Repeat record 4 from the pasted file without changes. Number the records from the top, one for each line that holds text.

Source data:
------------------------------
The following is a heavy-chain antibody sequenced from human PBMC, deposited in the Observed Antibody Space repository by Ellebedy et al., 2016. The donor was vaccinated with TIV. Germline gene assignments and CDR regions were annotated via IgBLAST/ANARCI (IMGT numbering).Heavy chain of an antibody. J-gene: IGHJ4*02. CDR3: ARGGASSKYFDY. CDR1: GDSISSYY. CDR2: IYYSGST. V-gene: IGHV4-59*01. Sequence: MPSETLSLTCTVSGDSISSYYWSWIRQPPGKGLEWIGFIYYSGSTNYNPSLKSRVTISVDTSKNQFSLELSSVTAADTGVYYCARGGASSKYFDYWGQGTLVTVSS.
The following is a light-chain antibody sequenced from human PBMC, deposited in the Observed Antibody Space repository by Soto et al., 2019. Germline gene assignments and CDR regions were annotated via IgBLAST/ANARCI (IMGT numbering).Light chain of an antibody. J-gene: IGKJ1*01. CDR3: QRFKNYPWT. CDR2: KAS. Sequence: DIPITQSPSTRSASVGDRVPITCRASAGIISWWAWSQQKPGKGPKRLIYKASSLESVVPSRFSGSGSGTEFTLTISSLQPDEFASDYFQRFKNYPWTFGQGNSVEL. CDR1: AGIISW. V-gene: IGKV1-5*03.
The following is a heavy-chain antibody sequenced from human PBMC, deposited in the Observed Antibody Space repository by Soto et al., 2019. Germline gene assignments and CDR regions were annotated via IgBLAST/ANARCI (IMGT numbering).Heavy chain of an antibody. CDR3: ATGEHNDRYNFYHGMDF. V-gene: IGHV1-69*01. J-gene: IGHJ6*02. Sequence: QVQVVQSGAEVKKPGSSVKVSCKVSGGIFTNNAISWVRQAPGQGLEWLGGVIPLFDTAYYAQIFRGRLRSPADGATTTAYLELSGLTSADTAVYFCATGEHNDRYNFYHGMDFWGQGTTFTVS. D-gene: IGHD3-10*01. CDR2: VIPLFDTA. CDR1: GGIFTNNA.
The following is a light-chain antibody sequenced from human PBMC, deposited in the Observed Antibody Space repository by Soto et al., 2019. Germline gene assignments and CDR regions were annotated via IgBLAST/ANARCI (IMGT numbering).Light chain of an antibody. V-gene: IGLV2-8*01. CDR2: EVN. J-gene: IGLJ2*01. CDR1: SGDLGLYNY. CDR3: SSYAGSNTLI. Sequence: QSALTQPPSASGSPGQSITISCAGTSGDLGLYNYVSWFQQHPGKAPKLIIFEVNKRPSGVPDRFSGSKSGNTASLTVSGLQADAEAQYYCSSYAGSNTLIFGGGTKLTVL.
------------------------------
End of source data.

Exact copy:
The following is a light-chain antibody sequenced from human PBMC, deposited in the Observed Antibody Space repository by Soto et al., 2019. Germline gene assignments and CDR regions were annotated via IgBLAST/ANARCI (IMGT numbering).Light chain of an antibody. V-gene: IGLV2-8*01. CDR2: EVN. J-gene: IGLJ2*01. CDR1: SGDLGLYNY. CDR3: SSYAGSNTLI. Sequence: QSALTQPPSASGSPGQSITISCAGTSGDLGLYNYVSWFQQHPGKAPKLIIFEVNKRPSGVPDRFSGSKSGNTASLTVSGLQADAEAQYYCSSYAGSNTLIFGGGTKLTVL.